Hong Kong Shark

He was never my son. He was hers, and when she left, I, of course, got stuck with him. He never did understand. He wanted to save the whales, the turtles, the sharks, would save the devil if it was a living force oppressed on earth. It wouldn’t have happened if he wasn’t so soft. They call it a Hong Kong shark for a reason. They aren’t kind creatures. People need to eat, and this creature is large enough to feed a village for a week. I know what they’re getting at, but they’ve never been overboard with a Kong. They’ve never been waiting to be pulled back on deck, with those beasts circling around, like a child playing with its food. Finally finishing their prey in two or three generous bites.

He couldn’t do much, so I’d have him pull in the net, but this time something got caught. He leaned over the side of the ship, freeing the excess fish caught with the Kongs.
Sometimes I’d look at him. I’d look at those fish flailing like if they struggled enough they could earn their freedom. I have been struggling for the better part of my life.
He had other things on his mind. He thought it too cruel to leave these fish trapped with such a predator. Hell, I figured it made it easier to find the net. The blood; a single drop of food dye in a bucket of water, spreading, expanding, but otherwise dissipating. He didn’t ask for my help then, probably felt like he had something to prove. His body balanced on the edge of the ship.

“Be caref–!” And he fell in. “Dad!” he looked at me with cavernous eyes. His head jerked as he searched the uproarious waters. A grey, slick nose rubbed against the underside of his foot.
“Get me out of here!” Thrashing in the water. He stopped then. He must have remembered the way it would draw attention to seals, sea lions. They’d be left in pieces, too minuscule to salvage for sushi. He stopped, waiting. I couldn’t make out what swam around him, only movement. The sea beneath him looked like a wild orgy in a storage closet. I panicked. I grabbed one of the rods we used to hold down the fish that overwhelmed the deck.

He gripped it, sliding his hands up the pole, using the ledge of the ship as leverage, I leaned back.
It took all of the strength I had.
He screamed before the pole snapped.
“Dad,” His voice tremored. He looked pale, his skin the same hue as his widened eyes. The wriggling mass of life that was under him had become foggy and red. “I’m getting help.” I didn’t shout. I didn’t panic.
I didn’t know if it were true, but I knew he needed to believe it if he was getting out alive. I worked the control box, raising the net, but this only brought them closer together.
I watched as a second and third Kong eyed my son. There was a look in the face of these monsters. I had seen it few times before. Like they were solving a math problem, just before they’d speed towards the kill their face would contort into a smile, indicating they’d found the solution. There isn’t much I wouldn’t give to never see that face again. I pressed the button on the control box, the net dropped opening to the sea. That was the last time I ever saw him.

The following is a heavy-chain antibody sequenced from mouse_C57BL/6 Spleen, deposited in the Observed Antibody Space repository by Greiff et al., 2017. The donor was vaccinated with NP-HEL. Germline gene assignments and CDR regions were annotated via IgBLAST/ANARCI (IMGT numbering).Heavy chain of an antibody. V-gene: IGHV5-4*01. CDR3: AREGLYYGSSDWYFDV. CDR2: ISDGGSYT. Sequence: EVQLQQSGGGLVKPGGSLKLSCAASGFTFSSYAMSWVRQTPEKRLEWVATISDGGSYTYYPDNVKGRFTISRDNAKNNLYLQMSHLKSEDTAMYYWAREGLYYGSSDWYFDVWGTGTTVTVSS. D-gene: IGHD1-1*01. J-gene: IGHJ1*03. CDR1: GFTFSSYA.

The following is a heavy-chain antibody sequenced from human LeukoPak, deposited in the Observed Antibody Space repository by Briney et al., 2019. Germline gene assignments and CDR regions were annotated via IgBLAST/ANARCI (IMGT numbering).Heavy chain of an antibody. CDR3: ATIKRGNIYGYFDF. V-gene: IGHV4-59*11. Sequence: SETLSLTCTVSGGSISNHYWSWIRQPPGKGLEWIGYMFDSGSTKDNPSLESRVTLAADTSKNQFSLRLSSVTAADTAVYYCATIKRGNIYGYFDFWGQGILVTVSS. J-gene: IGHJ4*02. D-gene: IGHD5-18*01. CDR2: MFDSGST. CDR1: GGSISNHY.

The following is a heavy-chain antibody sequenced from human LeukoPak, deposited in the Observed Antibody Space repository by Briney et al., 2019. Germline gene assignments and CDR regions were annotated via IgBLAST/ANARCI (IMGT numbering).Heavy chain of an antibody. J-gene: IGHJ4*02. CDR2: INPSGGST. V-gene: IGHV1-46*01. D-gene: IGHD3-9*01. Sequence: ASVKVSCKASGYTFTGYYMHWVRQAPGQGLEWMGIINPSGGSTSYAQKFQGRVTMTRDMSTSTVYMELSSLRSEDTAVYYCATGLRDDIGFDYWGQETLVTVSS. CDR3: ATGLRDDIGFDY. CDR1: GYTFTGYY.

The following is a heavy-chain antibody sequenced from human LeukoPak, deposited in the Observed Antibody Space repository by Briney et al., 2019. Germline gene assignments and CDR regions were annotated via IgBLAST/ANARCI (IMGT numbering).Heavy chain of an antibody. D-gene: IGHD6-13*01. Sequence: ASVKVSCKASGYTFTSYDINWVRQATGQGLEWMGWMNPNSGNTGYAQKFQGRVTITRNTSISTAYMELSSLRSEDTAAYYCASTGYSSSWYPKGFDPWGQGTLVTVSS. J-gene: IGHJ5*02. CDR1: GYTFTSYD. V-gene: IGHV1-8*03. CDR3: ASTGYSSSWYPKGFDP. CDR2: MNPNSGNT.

Someday

Someday parents will walk their children to the bus stop in hazmatt suits and borrowed oxygen tanks. It will no longer be a human right to existence. We’ll never know what privilege we have until we run it into the ground. We’ll never know how important the weeds are in the garden until the land is barren and we’re struggling for our next breath. Welcome folks we’ve reached the beginning of the end.

Ted Bundy the Poet

Ted Bundy was as much of a Poet as a killer. He playfully crafted words knocking down walls, potential growing, with a jury dedicated to justice. Would the women, and daughters die on the page the way they had at the end of his fingers. I fear we’ve lost the literary giants of our time to the literal. They kill off their characters off of the written page; terra.

Could the cults, blood thirsty, writhing with union hold the Allen Ginsbergs, the Walt Whitmans, the Franz Kafkas? In a time where the only thing to fear is your own children, to be a genius may mean insanity. 

          What beautiful tragedy lies within the confines of John Wayne Gacy? What were the last thoughts before the planes hit and bodies fell from the sky like unfortunate hail?

My Dear

She always worried for my health. She saw a discolored bump perched on my hip bone.
“Is it an std?” She asked.
“No”
“Is it cancer?”
I wasn’t sure, but I remembered I was young so I must be invincible
So I replied
“No. When I was younger, mother was bringing in the groceries and a man approached her with a gun. I was very little and I knew, even then that I was a super hero. So I charged him. He shot me through my pelvis and murdered my mother.”
“your mother’s still alive.”
Fucking ay.
“Then I don’t know.”
We dry humped until we were both raw and walking like we had been horseback riding for too long.

She’s my wife now and that was long ago. On nights when I’m feeling waggish I make her kiss it goodnight. On the nights she watches one of her flicks, where the guy falls for the girl, she uses tongue.
I like it when she sucks on my boil
But it pops. Hah
wriggling
long pink
squirming
It emerges
A look of disgust across her face
She pulls out a little piece of earth from her mouth, twisting at fingers end
And throws it into the dirt of her garden placed under the window sill
I always said I was an environmentalist.